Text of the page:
Saturday, 5 October 2019

The Number 60 Route

Friday 4 October 2019
This was a pleasant South London trip; the route has a surprisingly low number for something that gets no closer to the middle of London than Streatham.  Reaching its head stop required trains and other buses, including a brief trip on the 60 to get to the end/beginning.  The kind driver let us remain on board for the five minute turn around break at the Tudor Rose in Old Cousldon, which was pleasant as the rain had begun and the bus shelter was full.

We set off at 10.45, to pass the handsome and modern Coulsdon 6th Form College, and head steeply down hill along Tollers Lane.  We noticed that the bungalows were cleverly designed, with the 'downhill' one of each pair having a garage underneath, while the 'uphill' halves had their garage on the level. 

We came to the Coulsdon Memorial Ground, but thought that the bowling green looked to have rather a challenging and uneven surface.  Possibly people no longer play bowls around here.

 


Coulsdon South Station is surrounded by recently built apartments, mostly new since we were last this way.  It's quite a good place to commute from, since trains these days go to both London Bridge and St Pancras


We noted the cycle shop near Coulsdon library:  the sort of hill we had come down makes an electric bike look rather a good idea.  We also admired Coulsdon's large Methodist church with its uneven looking tower.  






Now we headed straight along the A23, with residential properties on either side.  Most of them had large front gardens, depressingly turned into car parking spaces, though some had at least got smartly trimmed hedges.  I think it was P G Wodehouse who once referred to something as being 'straight as a privet hedge in Purley'.





We passed apartment blocks where (we thought from our youth) Purley Cinema and its Orchid Ballroom used to be.  Croydon, like many other boroughs, has adopted banners proclaiming the delights of the place.  Whatever we think of straplines like 'safe in Purley', we did approve of the borough flowers on the street barriers



As we came into South Croydon, we noted that the Earl of Eldon had gone the way of so many pubs, but the property (or space for apartments) had not yet been sold. We thought at first that the Swan and Sugarloaf, a bus stop as well as a pub, had survived, but no: it is now a Tesco.

We passed 'Wandle Apartments' which may, for all we know offer riverside living.  And now we were into Croydon, interesting in many ways:  the attractive pedestrian crossing; the huge amount of street art of various kinds, both formal and informal;  and the fact that former offices were now becoming flats.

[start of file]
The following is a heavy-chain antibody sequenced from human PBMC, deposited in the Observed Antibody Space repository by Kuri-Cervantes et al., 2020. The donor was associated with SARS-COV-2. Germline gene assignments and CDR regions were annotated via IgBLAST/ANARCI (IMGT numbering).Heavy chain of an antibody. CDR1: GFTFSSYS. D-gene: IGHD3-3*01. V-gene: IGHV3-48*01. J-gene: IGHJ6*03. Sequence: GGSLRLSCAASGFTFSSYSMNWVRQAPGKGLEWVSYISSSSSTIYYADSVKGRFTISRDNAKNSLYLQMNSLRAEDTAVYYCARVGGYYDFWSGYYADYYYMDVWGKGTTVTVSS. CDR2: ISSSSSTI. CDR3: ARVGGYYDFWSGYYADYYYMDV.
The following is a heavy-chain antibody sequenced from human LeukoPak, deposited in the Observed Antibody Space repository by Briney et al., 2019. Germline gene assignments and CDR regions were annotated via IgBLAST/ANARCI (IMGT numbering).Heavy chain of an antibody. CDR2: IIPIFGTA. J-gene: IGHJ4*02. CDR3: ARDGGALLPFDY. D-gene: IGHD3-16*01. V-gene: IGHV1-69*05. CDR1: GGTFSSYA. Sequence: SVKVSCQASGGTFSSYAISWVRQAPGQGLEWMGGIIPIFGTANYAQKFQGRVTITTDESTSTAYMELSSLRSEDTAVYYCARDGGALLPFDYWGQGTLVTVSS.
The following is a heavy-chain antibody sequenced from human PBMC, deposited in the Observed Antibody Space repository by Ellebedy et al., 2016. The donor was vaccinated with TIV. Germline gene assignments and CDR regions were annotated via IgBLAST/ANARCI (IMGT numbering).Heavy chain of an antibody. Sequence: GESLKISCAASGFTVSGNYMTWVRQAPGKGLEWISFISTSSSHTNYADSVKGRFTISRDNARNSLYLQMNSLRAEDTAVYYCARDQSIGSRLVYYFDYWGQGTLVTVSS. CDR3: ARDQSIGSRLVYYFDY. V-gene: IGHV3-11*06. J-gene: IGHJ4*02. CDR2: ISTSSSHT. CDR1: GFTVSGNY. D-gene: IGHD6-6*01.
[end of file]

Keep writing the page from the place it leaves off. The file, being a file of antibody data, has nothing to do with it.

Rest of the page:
Opposite the Clock Tower Museum (the bus stop was called 'Croydon Library, but we know better...) there is a large hole in the ground.  It is being cleared by John F Hunt, whose website says
Queens Square, Croydon – a major asbestos removal and demolition project on behalf of R&F Properties at their Queens Square mixed use scheme in the heart of Croydon. The scheme comprises the demolition of 4 commercial blocks and associated ground clearance with a value of circa £9m due for completion Q3 this year.
And this appears to be what will be going up instead.

We travelled on to admire the little pedestrian area in the centre of the scary dual carriage way by Croydon College and the Fairfield Halls, and came to a small gym where the art work appeared to be tiles, not paint.
As we passed West Croydon Bus Station, we saw that the force was gathering for some bus fare inspections:  not our bus, though.  It's a good interchange, with the Overground, the trams and the buses all in close proximity.

The next place you go through used to be called Thornton Heath, but it seems to have been rebranded as Broad Green, Historic Village, for reasons which are explained here.

As we headed on, we saw a EuroLoos van displaying the sense of entitlement from which drivers of motorised vehicles seem to suffer:  double yellow line? so? Cycle lane? who cares?

More enjoyable were the ladies in the fountains outside the hotel we passed: presumably they were in cages to protect them from unwanted attentions and litter.
What we used to know as the Mayday Hospital has been renamed 'Croydon University Hospital' which is probably sensible.  The nearby Saints and Sinners Pub seemed to be alive and well.

Once we had passed the Thornton Heath Pond roundabout, we were quickly into Merton, passing both the Library and the densely packed graveyard, before moving swiftly into Lambeth, our third borough of the ride.
As we came along the Streatham High Road, we were startled by a brightly ornamented pub called 'The Rabbit Hole'. And we were right to be amazed:  the former Greyhound Pub has been themed as an Alice place!

But we were nearly at the end of our journey.  Thank heavens for bus lanes, I thought, as we moved past stationary traffic to reached Streatham Hill Station at 11.55